Alaskan Artist - Elise Tomlinson
Home Artist Blog About Me Life in Alaska Purchase Site Index Speak
Home » Archives » August 2004 » New painting

[Previous entry: "man I love to paint!"] [Next entry: "Painting Croppage"]

08/30/2004: "New painting"

It's just a start, I'm afraid the water portion of the tidal flat is too stylized, that it's not coming across as a tidal flat. What do you think? (Sorry the photo isn't that great, the blink is back).

tide1 (40k image)

Below is the photo I worked I took from a small airplane and then doctored in PhotoShop.

tide1-photo (40k image)

Replies: 8 Comments

on Monday, August 30th, Howard said

Looks good.

It might be the dramatic colour change from the more natural coloured trees and grass to the violet tones that's causing your problems. That's not a bad thing in itself. It might just take a bit of work to get it all to fit together.
I like the abstracted landscape. The trees remind me a bit of this artist His work is very different, but at the same time somewhat similar.
Post more pics as you work o it!

on Monday, August 30th, Elise said

I agree that has been an issue. There are times I look at it and I love it but other times I feel like there's something I'm not getting right.

As for the artist that you posted the link to, YUMMY! I *love* his stuff.

My favorite thing about this painting I'm working on is the very stylized trees. The shadows reminded me a little of De Chirico.

Anyway, I'll keep painting and posting. That's why I get stressed when I'm under a deadline. Sometimes these things take time.

on Monday, August 30th, Anna L. Conti said

Whoa! Cool! I like your new direction... no, the water doesn't "natural", but so what? Ever try glazing? A very thin layer of translucent pale blue might look good over that water.

on Tuesday, August 31st, RR said

It's looking great. I love the colours and wonder if maybe the darker rusty colours on the left are making the water stand out more, making it look less tidal flat. Would painting it paler make a difference?

on Tuesday, August 31st, Elise said

Thanks Anna, I've been experimenting more with's amazing that up until a year ago I never paid attention to the transparency ratings of the oils I used!

I hadn't thought of doing a glaze over the water but it's a great idea to try.

And RR, I can see what you mean, in the photo, the spots of rust (seaweed actually) to the left are much smaller. Perhaps de-emphasizing that will help as well.

Thanks again all for your suggestions (and those of you who emailed as well!)

on Wednesday, September 1st, Dio said

I 'll throw my tupence worth in as well. I'm having difficulty with the space of the piece, it all feels flat, which is in part is to do with the perspective of the original shot.

If the aim is to still retain the elements of landscape in the abstracted piece, without it becoming fully stylized, then I think one of the things you could look at is giving the piece more depth, as in depth into the picture plane. That would have the effect of giving the landscape a feel of receeding and give the tidal plain more of a tie in with the rest of the surrounding landscape.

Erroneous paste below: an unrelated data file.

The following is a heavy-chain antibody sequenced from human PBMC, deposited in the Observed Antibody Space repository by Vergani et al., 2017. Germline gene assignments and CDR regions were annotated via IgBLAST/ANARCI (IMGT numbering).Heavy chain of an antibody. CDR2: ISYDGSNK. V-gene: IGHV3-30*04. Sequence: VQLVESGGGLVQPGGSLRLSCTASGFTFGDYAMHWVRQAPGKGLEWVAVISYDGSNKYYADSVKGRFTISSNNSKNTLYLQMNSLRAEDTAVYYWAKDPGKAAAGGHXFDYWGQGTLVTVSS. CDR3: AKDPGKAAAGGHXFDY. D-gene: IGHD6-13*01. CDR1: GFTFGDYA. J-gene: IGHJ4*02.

I think you could look at the outlining, it seems to be off a very similar size, which is great for stylization, but not so good for maintaining a feeling of space and the figurative element of the landscape. The outlines at the bottom of the picture are the same as the top, which flattens the space.

I also feel the row of trees at the top kills the space. They are very similar tonally to the row of trees above the tidal flat, in effect bringing them forward in the piece and detracting from the overall disappearing nature of the space in the picture, which in turn affects the way the tidal plain is read.

Of course though, they are just my prejuidiced opinions - feel free to ignore!


on Wednesday, September 1st, Elise said

grrrr...thanks Dio for the comments but it's just too depressing. I'm not sure I can make all those changes at this point a lot of the texture is already in place so unless I start over totally from scratch, I can't get rid of the line of trees, for example.

Do you feel that the photograph looks flat or just the painting? I mean, I doctored the color in the photograph but nothing else, that's actually how it looked from the air.

Anyway, you've given me some things to think about. Thanks for showing an interest.

on Wednesday, September 1st, Dio said

Sorry Elise, I didn't mean to depress you - they are just my own feelings for the things that make me tick.

You are always as ever free to completely disregard my comments!

There is a certain flatness to the photograph, but that's the angle. Where its strong is in the shadows of the trees. You can sense a mist over the top left corner, that kind of gives it that depth as the trees seem to fade into it.

If the aim is to be more stylised, then my comments are irrelevent. But I sense you don't want it to look too stylized? :)

If you mask of the top row of trees just with your hand, the picture comes alive more - there is a lot more noticable space in it - but with both rows of trees at the same intensity, it makes the picture look flatter - maybe its a case of glazing the top row slightly lighter? I will leave that up to you though. :)

I don't want to sound like I'm telling Grandma to suck eggs! ;)